15-16 Brooks Mews
Alicia Dubnyckyj returns with her highly complex abstract cityscape paintings, capturing the dynamism and speed of contemporary London, which is now firmly recognised as one of the leading cities in the world, substantiated in 2013 by being crowned the most popular tourist destination on earth. In particular, the artist's new work reflects the post-Olympic optimism felt in the Capital, encapsulating this new mood in her highly coloured, panoramic views that celebrate London's inspiring contemporary and historic architecture.
In the artist's work, London's hustle and bustle emerges, pulsating in vibrant colour that is enriched by the artist's use of industrial gloss paint. Like other contemporary artists working in this viscous-like material, such as Gary Hume or Ian Davenport, Dubnyckyj enjoys this medium for its seductive nature and ability to create an emphatically reflective surface.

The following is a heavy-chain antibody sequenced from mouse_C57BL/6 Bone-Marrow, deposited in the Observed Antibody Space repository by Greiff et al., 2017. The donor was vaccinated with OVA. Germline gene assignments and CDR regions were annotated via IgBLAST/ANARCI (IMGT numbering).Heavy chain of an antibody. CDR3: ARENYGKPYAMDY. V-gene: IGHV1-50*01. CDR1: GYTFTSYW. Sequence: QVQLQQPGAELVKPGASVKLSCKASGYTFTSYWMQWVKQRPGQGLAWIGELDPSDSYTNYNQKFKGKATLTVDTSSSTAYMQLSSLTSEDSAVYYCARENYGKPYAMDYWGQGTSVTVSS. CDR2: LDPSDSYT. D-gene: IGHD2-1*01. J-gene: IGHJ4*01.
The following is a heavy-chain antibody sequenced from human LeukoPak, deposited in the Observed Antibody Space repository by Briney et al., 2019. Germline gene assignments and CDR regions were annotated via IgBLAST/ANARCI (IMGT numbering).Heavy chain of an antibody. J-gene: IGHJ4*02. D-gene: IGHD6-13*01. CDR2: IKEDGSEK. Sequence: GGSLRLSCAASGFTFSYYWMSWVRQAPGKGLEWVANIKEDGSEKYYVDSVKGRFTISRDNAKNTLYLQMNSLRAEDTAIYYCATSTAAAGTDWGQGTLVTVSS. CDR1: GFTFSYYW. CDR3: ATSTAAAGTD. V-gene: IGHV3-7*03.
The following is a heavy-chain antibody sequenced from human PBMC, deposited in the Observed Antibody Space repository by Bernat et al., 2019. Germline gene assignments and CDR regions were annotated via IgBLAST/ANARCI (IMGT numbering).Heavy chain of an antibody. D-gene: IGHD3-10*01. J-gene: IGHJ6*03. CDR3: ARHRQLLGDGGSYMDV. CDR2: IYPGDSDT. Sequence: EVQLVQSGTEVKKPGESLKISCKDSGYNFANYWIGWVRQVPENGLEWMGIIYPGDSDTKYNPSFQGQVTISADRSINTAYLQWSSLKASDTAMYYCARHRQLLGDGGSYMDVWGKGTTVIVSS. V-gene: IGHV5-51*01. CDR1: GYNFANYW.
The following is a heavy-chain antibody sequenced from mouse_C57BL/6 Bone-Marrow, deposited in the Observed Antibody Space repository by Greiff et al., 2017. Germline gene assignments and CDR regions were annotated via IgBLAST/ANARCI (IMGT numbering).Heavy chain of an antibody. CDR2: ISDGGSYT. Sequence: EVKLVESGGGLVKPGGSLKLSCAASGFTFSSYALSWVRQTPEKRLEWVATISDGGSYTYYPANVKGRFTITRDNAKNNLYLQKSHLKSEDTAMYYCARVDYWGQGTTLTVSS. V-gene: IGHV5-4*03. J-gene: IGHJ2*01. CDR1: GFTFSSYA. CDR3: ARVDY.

These visually reverberating surfaces force our eyes to retreat and the viewer is compelled to step back to make sense of the wave of compounded abstracted shapes, a torrent of indecipherable moments and a flood of sensory stimuli, the flatness of her compositions allowing us no sanctuary. Her compositionally- driven depiction of the ever-shifting megalopolis represents not only the throng of architecture - a mix of iconic monuments and ultra-modern steel and glass structures - but also embodies the throng of people, business, and culture that synthesise to create that infamous insomniac London. Dubnyckyj lays down her painterly marks in dense conglomerations that don't seem to sit still, and which slip between figuration and abstraction. These vibrating shapes represent life, light and movement, astounding progress, and infinite expansion. Yet Dubnyckyj also asks, is this expansion, this development of the city a benefit to humanity? Is mankind's progress the civilising force it is thought of as, or just the viral multiplicity of a homogenous culture?